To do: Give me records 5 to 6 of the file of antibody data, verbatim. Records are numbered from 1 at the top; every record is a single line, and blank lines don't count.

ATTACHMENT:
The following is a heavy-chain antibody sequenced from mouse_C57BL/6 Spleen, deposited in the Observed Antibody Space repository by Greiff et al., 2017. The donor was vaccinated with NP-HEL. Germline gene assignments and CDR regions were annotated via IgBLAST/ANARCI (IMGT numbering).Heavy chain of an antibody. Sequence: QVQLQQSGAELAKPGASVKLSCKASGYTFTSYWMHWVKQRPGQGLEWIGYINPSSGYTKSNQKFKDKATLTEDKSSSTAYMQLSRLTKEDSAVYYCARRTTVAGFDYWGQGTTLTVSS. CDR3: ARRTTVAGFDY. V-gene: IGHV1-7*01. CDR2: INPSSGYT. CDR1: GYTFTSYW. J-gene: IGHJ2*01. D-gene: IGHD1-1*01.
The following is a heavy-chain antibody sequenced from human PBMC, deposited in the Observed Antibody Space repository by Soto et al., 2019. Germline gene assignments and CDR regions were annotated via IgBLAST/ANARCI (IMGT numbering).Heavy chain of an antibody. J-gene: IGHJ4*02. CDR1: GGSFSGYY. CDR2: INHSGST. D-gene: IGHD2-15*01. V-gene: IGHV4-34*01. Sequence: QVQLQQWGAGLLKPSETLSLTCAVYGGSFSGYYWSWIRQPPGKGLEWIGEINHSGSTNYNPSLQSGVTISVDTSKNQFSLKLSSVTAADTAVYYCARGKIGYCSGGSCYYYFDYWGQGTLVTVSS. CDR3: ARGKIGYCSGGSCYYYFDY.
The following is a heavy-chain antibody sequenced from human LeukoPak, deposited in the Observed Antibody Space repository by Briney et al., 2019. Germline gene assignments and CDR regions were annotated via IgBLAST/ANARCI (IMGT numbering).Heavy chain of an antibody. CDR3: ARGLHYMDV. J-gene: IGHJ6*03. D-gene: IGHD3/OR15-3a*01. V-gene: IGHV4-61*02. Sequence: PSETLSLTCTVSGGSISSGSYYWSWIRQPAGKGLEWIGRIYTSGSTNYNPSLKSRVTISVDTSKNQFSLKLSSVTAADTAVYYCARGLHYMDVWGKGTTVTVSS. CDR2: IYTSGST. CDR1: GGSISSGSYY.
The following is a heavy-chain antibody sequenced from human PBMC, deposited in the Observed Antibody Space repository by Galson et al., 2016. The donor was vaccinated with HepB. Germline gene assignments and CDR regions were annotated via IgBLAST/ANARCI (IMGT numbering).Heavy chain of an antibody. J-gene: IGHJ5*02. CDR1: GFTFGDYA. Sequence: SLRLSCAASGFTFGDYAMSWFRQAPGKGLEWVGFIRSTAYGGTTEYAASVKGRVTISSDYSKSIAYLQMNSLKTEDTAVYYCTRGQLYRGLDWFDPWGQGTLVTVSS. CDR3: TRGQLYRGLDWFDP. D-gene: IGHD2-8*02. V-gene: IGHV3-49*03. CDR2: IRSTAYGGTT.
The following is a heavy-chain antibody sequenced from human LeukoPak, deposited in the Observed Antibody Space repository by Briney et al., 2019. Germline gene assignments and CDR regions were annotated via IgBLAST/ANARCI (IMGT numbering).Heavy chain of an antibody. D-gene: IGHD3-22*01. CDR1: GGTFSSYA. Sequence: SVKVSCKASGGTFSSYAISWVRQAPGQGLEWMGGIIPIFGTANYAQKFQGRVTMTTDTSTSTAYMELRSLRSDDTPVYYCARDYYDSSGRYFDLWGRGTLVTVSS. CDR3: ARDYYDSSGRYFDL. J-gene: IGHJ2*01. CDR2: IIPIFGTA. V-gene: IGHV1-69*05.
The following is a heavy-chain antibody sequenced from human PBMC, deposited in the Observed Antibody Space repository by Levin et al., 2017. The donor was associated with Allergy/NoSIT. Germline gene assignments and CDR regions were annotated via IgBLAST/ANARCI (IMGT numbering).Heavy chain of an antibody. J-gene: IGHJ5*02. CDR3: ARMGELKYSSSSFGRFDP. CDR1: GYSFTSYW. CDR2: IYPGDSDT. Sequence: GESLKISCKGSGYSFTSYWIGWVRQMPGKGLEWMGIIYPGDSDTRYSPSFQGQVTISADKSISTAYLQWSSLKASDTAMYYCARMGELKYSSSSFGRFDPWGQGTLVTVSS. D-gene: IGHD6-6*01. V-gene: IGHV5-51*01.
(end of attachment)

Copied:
The following is a heavy-chain antibody sequenced from human LeukoPak, deposited in the Observed Antibody Space repository by Briney et al., 2019. Germline gene assignments and CDR regions were annotated via IgBLAST/ANARCI (IMGT numbering).Heavy chain of an antibody. D-gene: IGHD3-22*01. CDR1: GGTFSSYA. Sequence: SVKVSCKASGGTFSSYAISWVRQAPGQGLEWMGGIIPIFGTANYAQKFQGRVTMTTDTSTSTAYMELRSLRSDDTPVYYCARDYYDSSGRYFDLWGRGTLVTVSS. CDR3: ARDYYDSSGRYFDL. J-gene: IGHJ2*01. CDR2: IIPIFGTA. V-gene: IGHV1-69*05.
The following is a heavy-chain antibody sequenced from human PBMC, deposited in the Observed Antibody Space repository by Levin et al., 2017. The donor was associated with Allergy/NoSIT. Germline gene assignments and CDR regions were annotated via IgBLAST/ANARCI (IMGT numbering).Heavy chain of an antibody. J-gene: IGHJ5*02. CDR3: ARMGELKYSSSSFGRFDP. CDR1: GYSFTSYW. CDR2: IYPGDSDT. Sequence: GESLKISCKGSGYSFTSYWIGWVRQMPGKGLEWMGIIYPGDSDTRYSPSFQGQVTISADKSISTAYLQWSSLKASDTAMYYCARMGELKYSSSSFGRFDPWGQGTLVTVSS. D-gene: IGHD6-6*01. V-gene: IGHV5-51*01.